Roughly fifty Cutler City residents responded to the wail of a tsunami siren today, signifying the beginning of an earthquake and tsunami drill that was conducted to see how long it took residents in the area, at extreme south Lincoln City, to get safely to higher ground.
Residents had been given two weeks warning of the drill that began at 11am, and forced the closure of Highway 101 as residents, guided by community CERT volunteers, directed them to the staging area on 101. From there they crossed the busy highway and then up a hill to a local construction materials site which is hopefully out of reach of a tsunami. However, some estimates of a tsunami generated off the Oregon Coast by a Cascadia Subduction Zone earthquake would be 75′ to 100′ feet high. That triggered suggestions that when Cutler City residents arrive at the construction materials site, they should keep climbing the hill just to be sure they’re out of the tsunami’s clutches.
Everything appeared to have gone smoothly. North Lincoln Fire Rescue and city emergency management personnel declared the drill a success in that it showed many residents that they must be ready and know what to bring with them when they head to higher ground. They must also must realize that when they get to that higher ground it will take getting used to. North Lincoln Fire Rescue Captain Jim Kusz stressed again the importance of bringing food, water and warm clothes with them as part of a survival kit. Kusz said no one should expect to be rescued from any hilltop within the first few days, and even then they may receive nothing more than more food and water and be told to remain where they are. Lincoln City Emergency Management Coordinator Debra Smith noted that a locally generated tsunami could arrive on shore in as little as 15 to 20 minutes. She and Kusz asked for a show of hands of those who made it to the staging area in less than 15 minutes and roughly half the hands went up. Kusz said it points out that such an evacuation must be practiced over and over to bring down their times.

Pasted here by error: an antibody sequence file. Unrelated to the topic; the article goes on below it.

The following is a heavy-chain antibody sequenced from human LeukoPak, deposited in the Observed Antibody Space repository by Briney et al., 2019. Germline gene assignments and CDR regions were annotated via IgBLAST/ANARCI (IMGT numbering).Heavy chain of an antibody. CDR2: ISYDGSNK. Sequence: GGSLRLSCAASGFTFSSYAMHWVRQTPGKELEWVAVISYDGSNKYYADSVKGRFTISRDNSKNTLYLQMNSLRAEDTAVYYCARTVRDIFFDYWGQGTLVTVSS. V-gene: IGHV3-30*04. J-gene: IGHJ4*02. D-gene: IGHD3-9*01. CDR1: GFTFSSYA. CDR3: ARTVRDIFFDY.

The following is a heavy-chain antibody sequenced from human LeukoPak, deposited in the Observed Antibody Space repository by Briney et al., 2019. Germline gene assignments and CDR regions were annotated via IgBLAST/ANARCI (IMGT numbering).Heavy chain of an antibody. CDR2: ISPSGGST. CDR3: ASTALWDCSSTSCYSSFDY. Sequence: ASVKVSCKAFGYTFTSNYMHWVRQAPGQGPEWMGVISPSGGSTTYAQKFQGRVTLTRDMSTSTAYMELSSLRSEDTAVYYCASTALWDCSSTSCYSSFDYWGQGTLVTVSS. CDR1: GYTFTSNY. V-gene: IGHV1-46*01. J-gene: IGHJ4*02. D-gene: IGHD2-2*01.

During a de-briefing at a nearby church, CERT members shared their observations and thoughts about how the evacuation drill went and everyone seemed to be pleased with it. They said everything went off without a hitch from the siren activation to the coordination of closing 101 down while residents headed to higher ground.
Lincoln County Schools Safety Officer Sue Graves reminded everyone that last year’s Japanese Tsunami killed many people who thought their evacuation destination would protect them. Many did not, simply because the tsunami proved to be much taller than earlier predicted. Graves said that the Cutler City evacuation spot should be no one’s final stop. Everyone will have to keep climbing up from there. She said “it’s a common issue up and down the Oregon Coast. Get to higher ground,” she said, “and then keep climbing.”
CERT members were also reminded of a massive five state “Shake Out” event coming up in the Fall. On October 18th, “Shake Out” will test earthquake preparedness and survival skills of residents of Washington, Oregon, California, Nevada and Utah. For the coastal states, add tsunami evacuation and survival skills to the list of competencies being tested. There is also an earthquake and tsunami preparedness fair at Newport City Hall this Saturday, from 3pm to 7pm. It’s free and will follow a “drop in” format so anyone can come and learn about surviving the “big one” and its resultant tsunami anytime during those four hours.